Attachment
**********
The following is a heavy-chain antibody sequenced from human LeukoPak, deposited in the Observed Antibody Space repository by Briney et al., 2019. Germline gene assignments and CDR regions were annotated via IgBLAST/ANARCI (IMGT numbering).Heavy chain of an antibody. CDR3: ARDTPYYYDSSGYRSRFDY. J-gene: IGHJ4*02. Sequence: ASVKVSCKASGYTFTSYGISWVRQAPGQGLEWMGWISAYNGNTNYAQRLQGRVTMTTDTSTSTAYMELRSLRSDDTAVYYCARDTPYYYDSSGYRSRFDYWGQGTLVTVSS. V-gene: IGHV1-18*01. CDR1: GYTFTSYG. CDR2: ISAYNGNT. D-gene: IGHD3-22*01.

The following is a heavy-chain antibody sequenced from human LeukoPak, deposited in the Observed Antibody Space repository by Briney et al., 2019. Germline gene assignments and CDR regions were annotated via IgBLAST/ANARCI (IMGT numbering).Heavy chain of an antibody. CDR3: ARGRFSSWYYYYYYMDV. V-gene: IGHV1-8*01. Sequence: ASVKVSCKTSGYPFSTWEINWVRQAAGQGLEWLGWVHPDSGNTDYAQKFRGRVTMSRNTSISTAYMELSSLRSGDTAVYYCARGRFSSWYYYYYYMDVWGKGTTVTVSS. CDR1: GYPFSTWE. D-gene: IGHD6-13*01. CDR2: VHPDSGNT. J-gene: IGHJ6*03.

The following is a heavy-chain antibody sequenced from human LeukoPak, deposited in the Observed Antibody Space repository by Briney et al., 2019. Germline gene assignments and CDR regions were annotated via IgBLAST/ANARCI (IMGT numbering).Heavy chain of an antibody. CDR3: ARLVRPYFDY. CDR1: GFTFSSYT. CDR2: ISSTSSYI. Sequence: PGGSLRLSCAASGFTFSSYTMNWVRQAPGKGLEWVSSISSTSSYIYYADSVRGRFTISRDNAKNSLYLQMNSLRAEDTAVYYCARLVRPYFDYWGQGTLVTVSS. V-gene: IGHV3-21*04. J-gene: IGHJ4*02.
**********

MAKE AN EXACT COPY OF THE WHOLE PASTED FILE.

The following is a heavy-chain antibody sequenced from human LeukoPak, deposited in the Observed Antibody Space repository by Briney et al., 2019. Germline gene assignments and CDR regions were annotated via IgBLAST/ANARCI (IMGT numbering).Heavy chain of an antibody. CDR3: ARDTPYYYDSSGYRSRFDY. J-gene: IGHJ4*02. Sequence: ASVKVSCKASGYTFTSYGISWVRQAPGQGLEWMGWISAYNGNTNYAQRLQGRVTMTTDTSTSTAYMELRSLRSDDTAVYYCARDTPYYYDSSGYRSRFDYWGQGTLVTVSS. V-gene: IGHV1-18*01. CDR1: GYTFTSYG. CDR2: ISAYNGNT. D-gene: IGHD3-22*01.

The following is a heavy-chain antibody sequenced from human LeukoPak, deposited in the Observed Antibody Space repository by Briney et al., 2019. Germline gene assignments and CDR regions were annotated via IgBLAST/ANARCI (IMGT numbering).Heavy chain of an antibody. CDR3: ARGRFSSWYYYYYYMDV. V-gene: IGHV1-8*01. Sequence: ASVKVSCKTSGYPFSTWEINWVRQAAGQGLEWLGWVHPDSGNTDYAQKFRGRVTMSRNTSISTAYMELSSLRSGDTAVYYCARGRFSSWYYYYYYMDVWGKGTTVTVSS. CDR1: GYPFSTWE. D-gene: IGHD6-13*01. CDR2: VHPDSGNT. J-gene: IGHJ6*03.

The following is a heavy-chain antibody sequenced from human LeukoPak, deposited in the Observed Antibody Space repository by Briney et al., 2019. Germline gene assignments and CDR regions were annotated via IgBLAST/ANARCI (IMGT numbering).Heavy chain of an antibody. CDR3: ARLVRPYFDY. CDR1: GFTFSSYT. CDR2: ISSTSSYI. Sequence: PGGSLRLSCAASGFTFSSYTMNWVRQAPGKGLEWVSSISSTSSYIYYADSVRGRFTISRDNAKNSLYLQMNSLRAEDTAVYYCARLVRPYFDYWGQGTLVTVSS. V-gene: IGHV3-21*04. J-gene: IGHJ4*02.